Thinking about it, it truly feels like a perfect name because it tells the story of the house, the family, and the founder, but also about Tenerife, its history, and the raw and strong nature that makes this island exceptional.
Cactus house has twelve rooms in total – one dorm room and the rest private single and double rooms.
The house is spacious thus the rooms are nicely scattered across it.
If you’re not deliberately counting them, you could go without knowing how many rooms are there and where all the rooms are.
The whole house can be divided into two main parts – the old one and the new one.
- The old part is close to the kitchen and opens up to the front yard. This part of the house has five rooms on the ground floor.
- The new part is the rear side of the house that connects with the main coworking area that opens up to the backyard. This area has two rooms on the ground floor, from which one is a duplex, so it also occupies the upper part and the other three rooms on the first level.
Besides these two main groups of rooms, there is also one more room on the rooftop and a dorm room on the upper level of the house.
What is intriguing and captures the spirit of the Canaries is that every room carries the name of an endemic plant species native to the Canary Islands.
Some of these plants are endangered so carrying their names, the rooms also spread awareness about them in a way.
The coworking spaces
Another valuable asset of Cactus coliving is its coworking spaces. Without a doubt, Cactus has one of the best indoor coworking spaces that I’ve seen.
They have two massive coworking areas that are at disposal to their colivers at any time, as well as one all-purpose room perfect for coworking in a smaller group setting and one private conference room.
The main coworking area
The main coworking area is a luminous, ample open space with two big desks with approximately ten seats.
This space is always full of natural light as it opens up to the backyard with a big glass door, and it has a quarter of the ceiling open so the fresh air and natural light can flow through the space.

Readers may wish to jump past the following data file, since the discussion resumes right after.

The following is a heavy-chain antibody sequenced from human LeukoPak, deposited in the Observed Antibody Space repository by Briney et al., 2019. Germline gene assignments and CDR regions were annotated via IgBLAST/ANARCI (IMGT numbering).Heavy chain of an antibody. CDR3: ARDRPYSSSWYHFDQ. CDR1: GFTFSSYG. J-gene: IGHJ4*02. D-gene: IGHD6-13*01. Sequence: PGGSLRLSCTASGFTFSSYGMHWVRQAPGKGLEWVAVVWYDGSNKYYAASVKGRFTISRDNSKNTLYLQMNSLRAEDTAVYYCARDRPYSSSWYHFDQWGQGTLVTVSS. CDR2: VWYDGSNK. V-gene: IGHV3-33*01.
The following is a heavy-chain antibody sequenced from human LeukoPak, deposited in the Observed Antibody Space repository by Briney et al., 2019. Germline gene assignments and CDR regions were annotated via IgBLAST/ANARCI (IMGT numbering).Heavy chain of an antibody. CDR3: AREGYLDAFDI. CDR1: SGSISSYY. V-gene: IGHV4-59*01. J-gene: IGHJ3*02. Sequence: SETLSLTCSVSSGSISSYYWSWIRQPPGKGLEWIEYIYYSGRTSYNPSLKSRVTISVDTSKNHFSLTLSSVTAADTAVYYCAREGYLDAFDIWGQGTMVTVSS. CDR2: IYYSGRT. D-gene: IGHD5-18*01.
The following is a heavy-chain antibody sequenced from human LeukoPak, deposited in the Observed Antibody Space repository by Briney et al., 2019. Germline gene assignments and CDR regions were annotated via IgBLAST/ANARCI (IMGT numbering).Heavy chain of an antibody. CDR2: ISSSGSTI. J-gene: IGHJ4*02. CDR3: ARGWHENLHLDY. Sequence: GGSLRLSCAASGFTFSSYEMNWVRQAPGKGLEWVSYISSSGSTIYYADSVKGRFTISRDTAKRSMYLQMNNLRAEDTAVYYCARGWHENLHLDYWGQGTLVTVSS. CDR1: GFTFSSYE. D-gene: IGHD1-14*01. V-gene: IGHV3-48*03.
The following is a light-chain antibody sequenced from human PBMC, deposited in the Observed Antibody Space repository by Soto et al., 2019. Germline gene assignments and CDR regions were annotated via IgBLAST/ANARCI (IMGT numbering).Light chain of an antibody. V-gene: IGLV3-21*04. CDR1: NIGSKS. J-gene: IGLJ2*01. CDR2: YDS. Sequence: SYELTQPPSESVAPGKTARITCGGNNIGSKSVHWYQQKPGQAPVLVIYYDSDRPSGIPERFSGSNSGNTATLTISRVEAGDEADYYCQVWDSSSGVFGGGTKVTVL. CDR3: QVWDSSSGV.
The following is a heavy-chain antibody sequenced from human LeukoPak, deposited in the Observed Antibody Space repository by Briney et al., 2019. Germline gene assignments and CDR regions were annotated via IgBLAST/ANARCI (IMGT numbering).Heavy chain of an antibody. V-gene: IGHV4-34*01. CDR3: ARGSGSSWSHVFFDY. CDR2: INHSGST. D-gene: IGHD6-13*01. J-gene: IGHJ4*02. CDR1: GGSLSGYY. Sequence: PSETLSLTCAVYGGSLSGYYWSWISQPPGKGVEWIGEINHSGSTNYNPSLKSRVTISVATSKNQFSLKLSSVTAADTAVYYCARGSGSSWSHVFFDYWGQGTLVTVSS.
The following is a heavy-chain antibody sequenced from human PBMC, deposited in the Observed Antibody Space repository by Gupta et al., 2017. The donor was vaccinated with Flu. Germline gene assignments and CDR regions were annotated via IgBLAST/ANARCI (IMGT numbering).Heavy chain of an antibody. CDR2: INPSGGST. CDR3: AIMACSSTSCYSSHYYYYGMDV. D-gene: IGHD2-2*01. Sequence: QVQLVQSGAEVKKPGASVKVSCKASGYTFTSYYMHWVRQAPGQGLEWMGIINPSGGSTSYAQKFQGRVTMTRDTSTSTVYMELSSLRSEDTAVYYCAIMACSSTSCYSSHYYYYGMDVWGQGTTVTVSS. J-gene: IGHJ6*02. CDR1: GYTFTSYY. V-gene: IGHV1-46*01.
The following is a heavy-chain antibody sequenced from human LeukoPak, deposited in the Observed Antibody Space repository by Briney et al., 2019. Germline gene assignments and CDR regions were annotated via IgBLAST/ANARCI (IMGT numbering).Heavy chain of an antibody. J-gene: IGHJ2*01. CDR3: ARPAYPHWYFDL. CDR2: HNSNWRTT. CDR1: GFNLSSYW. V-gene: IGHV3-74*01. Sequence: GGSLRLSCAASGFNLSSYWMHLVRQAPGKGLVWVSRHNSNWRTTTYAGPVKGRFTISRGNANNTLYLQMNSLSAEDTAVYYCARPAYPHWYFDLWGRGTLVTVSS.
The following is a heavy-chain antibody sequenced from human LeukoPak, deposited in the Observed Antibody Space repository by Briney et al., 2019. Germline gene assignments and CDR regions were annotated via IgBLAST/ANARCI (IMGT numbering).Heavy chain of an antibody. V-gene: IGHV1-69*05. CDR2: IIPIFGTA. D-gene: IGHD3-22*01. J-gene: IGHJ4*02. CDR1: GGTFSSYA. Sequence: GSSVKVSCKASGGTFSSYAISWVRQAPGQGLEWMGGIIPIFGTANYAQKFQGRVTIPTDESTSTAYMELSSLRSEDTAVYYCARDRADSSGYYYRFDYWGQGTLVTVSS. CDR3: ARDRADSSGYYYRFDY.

Some of the things that make this space inspiring and relaxing are the ceiling that is approximately 10 meters high, space openness, and the best part – a tall palm tree growing right next to you.
There is a perfect indoor-outdoor balance in this space, making it the favorite spot for working among Cactus’ colivers.
Other than the chairs and desks, this area also has two cozy lounge areas where you can lay down and work or catch something on the TV. This corner can either play as a living room or simply as a more comfortable working area.
The main coworking space is the one that occupies the most seats, however, it’s designed for a more casual working environment.
That is why another coworking area exists in the house for those who need more silence and tranquility or don’t like the open-space vibe as much.
The silent room
The silent room is just a fun name for the indoor office space in Cactus. Because it’s completely indoor and stands a bit further away from the rooms than the other coworking area, it’s decided that this would be a more tranquil and silent space for work.
This room is also a proper coworking space with four long tables and a lot of chairs. Even though it is rarely fully occupied, it can fit all the colivers if they wanted to be there.
This area is a bit colder during the day as it doesn’t have as much sunlight, so it can be a good space for chilling out if the other space gets too sunny or just having a bit of a private escape.
The silent room also has a super cozy lounge area. The cozy couch can also be another half-private spot for working when you’re in that “working from the bed mood” but don’t want to stay in your room the whole day.
The conference room
A concept of a conference room is something that we have only seen in Cactus, so far. But, when you think about it, it’s a very useful amenity.
Beside the door, you will notice a small whiteboard that serves as a booking tool.
You can write your name on the board and book the space for up to 3 hours per day, so you know you have a safe, private room if you need to be on a call, work on a project, study, or whatever else.
It’s a small room perfectly tailored for one person, so it’s a great place to have a video call, an online presentation, or maybe an interview of some kind.
If this room is occupied, or if you’re just looking for a cooler place during one hot afternoon, Cactus has another conference room that you might fit better, and it will surprise you what it is!
The wine cellar
Do you remember the story about the water tanks from this and the other two houses that date back to the early days of the town?
Well, the one water tank left in the Cactus house after the house separation is still there but with a new purpose – it’s converted to a wine cellar… and some other things.